Background: There are limited data quantifying national trends, post-operative readmissions, and revisional surgeries for bariatric procedures. We hypothesized that there is a trend away from Roux en Y gastric bypass (RYGB) and laparoscopic adjustable gastric bands (LAGB) in favor of vertical sleeve gastrectomies (VSG). We hypothesized that VSG was associated with fewer revisions and readmissions, and that demographics and comorbidities were associated with surgery received. Methods: We used the US-based Premier database, 2008–2013 and 2014 first and second quarters to1.Examine trends in incidence of RYGB, LAGB and VSG.2.Quantify occurrence of revisional surgeries and readmissions.3.Identify predictors of receipt of procedure and of readmissions. Results: The proportion of VSG increased from 3.0 to 54 % from 2008 to 2014. RYGB decreased from 52 % in 2008 to 32 % by 2014. Earlier year, female sex, white race, western (versus southern) region, and Medicaid predicted receipt of RYGB. Later year, male sex, nonwhite race, northeast or western (versus southern) regions, and insurance type predicted VSG. Readmission was less likely for VSG (OR 0.72, 95 % CI 0.65–0.81), male sex (OR 0.83, 95 % CI 0.72–0.95), and more likely for black race (OR Black vs White 1.2, 95 % CI 1.1–1.4). Conclusions: Discharge year strongly predicted surgery type. Females, whites, and Medicaid recipients received RYGB more than referents. Conversely, males, non-whites, and insured patients were more likely to receive VSG. Underinsured, regardless of surgery type, were more likely to be readmitted. These findings have important implications for health policy and cost-containment strategies.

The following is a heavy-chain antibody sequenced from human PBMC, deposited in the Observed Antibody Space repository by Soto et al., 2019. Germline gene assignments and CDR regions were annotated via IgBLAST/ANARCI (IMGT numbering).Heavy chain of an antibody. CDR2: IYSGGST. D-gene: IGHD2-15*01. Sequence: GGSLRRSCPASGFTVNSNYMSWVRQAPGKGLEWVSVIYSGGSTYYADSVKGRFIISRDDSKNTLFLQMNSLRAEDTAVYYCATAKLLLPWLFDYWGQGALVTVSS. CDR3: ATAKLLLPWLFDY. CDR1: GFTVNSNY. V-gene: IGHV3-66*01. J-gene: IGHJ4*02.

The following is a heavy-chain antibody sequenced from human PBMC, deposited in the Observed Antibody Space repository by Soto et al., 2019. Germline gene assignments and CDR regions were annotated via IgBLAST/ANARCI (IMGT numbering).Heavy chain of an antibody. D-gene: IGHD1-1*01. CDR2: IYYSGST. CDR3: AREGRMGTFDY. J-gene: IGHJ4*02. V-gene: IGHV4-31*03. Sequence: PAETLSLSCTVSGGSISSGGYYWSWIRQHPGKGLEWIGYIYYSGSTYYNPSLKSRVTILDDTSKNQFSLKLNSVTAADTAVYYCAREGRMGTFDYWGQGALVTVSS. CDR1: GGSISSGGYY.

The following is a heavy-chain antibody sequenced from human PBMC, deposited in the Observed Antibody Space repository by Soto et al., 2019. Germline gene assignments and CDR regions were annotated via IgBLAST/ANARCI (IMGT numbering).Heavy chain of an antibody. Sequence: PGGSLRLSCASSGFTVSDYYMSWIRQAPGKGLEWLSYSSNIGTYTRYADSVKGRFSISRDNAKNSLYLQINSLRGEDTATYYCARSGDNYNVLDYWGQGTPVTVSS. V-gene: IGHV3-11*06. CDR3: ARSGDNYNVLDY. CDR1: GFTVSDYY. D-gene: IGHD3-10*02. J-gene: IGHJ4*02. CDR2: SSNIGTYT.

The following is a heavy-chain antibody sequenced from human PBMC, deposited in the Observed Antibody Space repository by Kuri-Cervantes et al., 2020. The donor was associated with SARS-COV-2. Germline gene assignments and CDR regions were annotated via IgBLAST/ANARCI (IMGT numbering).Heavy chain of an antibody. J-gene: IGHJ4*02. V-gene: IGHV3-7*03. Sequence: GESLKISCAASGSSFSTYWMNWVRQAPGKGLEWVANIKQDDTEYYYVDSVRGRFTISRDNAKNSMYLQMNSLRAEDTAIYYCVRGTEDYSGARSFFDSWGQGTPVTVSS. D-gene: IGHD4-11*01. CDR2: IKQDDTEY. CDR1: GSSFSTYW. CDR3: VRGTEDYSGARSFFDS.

- Bariatric surgery
- Roux en Y gastric bypass, laparoscopic adjustable gastric band
- Vertical sleeve gastrectomy